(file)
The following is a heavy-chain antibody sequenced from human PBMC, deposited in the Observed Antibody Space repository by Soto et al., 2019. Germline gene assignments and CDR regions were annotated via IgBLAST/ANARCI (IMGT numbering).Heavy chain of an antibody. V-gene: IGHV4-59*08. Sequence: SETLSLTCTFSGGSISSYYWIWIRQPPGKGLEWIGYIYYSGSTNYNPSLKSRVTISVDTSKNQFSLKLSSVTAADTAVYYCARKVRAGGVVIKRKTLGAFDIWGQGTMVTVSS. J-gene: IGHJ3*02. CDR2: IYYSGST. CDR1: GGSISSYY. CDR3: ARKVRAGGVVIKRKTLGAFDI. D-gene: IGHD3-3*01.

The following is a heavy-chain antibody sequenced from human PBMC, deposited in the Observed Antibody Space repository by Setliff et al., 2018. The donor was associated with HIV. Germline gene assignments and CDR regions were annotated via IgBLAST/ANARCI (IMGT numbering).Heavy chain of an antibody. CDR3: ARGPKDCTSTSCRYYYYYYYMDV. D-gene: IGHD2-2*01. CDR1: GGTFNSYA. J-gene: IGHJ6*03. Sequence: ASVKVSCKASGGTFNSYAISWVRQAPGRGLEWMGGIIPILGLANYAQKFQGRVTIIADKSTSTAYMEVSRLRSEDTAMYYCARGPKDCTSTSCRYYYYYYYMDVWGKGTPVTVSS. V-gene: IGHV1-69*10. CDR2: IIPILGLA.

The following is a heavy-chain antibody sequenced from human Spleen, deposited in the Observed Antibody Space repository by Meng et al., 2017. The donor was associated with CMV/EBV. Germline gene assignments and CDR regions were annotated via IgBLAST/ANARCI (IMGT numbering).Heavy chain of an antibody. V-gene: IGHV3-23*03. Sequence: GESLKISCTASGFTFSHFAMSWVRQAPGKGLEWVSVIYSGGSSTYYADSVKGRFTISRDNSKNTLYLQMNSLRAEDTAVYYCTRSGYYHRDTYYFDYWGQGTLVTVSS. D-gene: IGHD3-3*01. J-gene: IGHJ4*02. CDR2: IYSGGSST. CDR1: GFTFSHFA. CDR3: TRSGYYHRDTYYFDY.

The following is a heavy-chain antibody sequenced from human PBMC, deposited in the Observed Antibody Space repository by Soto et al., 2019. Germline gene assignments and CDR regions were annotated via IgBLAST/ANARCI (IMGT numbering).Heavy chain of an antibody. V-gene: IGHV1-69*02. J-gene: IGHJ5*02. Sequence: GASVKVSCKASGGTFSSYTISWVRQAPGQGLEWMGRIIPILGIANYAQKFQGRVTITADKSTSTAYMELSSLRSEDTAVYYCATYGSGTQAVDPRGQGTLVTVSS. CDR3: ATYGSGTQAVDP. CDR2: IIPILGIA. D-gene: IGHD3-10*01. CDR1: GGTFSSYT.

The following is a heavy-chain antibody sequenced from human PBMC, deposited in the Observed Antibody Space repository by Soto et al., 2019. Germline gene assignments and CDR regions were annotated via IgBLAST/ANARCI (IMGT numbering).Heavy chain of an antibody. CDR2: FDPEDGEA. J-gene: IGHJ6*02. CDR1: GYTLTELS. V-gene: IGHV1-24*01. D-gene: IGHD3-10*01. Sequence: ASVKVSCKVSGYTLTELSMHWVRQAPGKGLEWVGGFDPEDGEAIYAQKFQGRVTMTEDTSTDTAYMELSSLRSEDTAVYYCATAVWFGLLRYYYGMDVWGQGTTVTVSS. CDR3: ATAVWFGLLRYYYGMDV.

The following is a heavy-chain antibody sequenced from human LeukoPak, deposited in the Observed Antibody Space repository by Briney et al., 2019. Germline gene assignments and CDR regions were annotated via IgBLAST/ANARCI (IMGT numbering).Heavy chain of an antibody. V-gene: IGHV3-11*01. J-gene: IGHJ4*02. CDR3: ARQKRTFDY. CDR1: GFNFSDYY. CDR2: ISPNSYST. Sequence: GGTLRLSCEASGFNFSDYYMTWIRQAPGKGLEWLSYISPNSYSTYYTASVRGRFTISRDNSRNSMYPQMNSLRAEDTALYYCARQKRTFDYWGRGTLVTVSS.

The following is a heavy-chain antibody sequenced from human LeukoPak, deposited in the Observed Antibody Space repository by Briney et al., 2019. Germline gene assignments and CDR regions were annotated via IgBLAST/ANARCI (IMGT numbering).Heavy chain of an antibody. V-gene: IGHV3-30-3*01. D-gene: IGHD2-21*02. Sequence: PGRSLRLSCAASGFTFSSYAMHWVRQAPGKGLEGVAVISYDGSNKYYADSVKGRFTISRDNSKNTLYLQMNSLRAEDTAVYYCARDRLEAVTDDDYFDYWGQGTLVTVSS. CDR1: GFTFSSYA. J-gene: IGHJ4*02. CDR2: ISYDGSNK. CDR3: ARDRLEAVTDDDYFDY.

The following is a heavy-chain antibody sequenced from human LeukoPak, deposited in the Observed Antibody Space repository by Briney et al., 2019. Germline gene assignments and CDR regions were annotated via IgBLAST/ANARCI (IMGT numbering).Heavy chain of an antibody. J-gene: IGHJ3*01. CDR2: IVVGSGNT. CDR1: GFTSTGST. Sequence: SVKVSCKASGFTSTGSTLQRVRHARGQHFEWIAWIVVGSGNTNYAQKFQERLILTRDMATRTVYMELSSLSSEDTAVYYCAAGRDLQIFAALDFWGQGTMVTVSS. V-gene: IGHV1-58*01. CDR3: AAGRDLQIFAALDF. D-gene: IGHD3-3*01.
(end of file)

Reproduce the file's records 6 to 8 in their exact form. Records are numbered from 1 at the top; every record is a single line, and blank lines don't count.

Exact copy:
The following is a heavy-chain antibody sequenced from human LeukoPak, deposited in the Observed Antibody Space repository by Briney et al., 2019. Germline gene assignments and CDR regions were annotated via IgBLAST/ANARCI (IMGT numbering).Heavy chain of an antibody. V-gene: IGHV3-11*01. J-gene: IGHJ4*02. CDR3: ARQKRTFDY. CDR1: GFNFSDYY. CDR2: ISPNSYST. Sequence: GGTLRLSCEASGFNFSDYYMTWIRQAPGKGLEWLSYISPNSYSTYYTASVRGRFTISRDNSRNSMYPQMNSLRAEDTALYYCARQKRTFDYWGRGTLVTVSS.

The following is a heavy-chain antibody sequenced from human LeukoPak, deposited in the Observed Antibody Space repository by Briney et al., 2019. Germline gene assignments and CDR regions were annotated via IgBLAST/ANARCI (IMGT numbering).Heavy chain of an antibody. V-gene: IGHV3-30-3*01. D-gene: IGHD2-21*02. Sequence: PGRSLRLSCAASGFTFSSYAMHWVRQAPGKGLEGVAVISYDGSNKYYADSVKGRFTISRDNSKNTLYLQMNSLRAEDTAVYYCARDRLEAVTDDDYFDYWGQGTLVTVSS. CDR1: GFTFSSYA. J-gene: IGHJ4*02. CDR2: ISYDGSNK. CDR3: ARDRLEAVTDDDYFDY.

The following is a heavy-chain antibody sequenced from human LeukoPak, deposited in the Observed Antibody Space repository by Briney et al., 2019. Germline gene assignments and CDR regions were annotated via IgBLAST/ANARCI (IMGT numbering).Heavy chain of an antibody. J-gene: IGHJ3*01. CDR2: IVVGSGNT. CDR1: GFTSTGST. Sequence: SVKVSCKASGFTSTGSTLQRVRHARGQHFEWIAWIVVGSGNTNYAQKFQERLILTRDMATRTVYMELSSLSSEDTAVYYCAAGRDLQIFAALDFWGQGTMVTVSS. V-gene: IGHV1-58*01. CDR3: AAGRDLQIFAALDF. D-gene: IGHD3-3*01.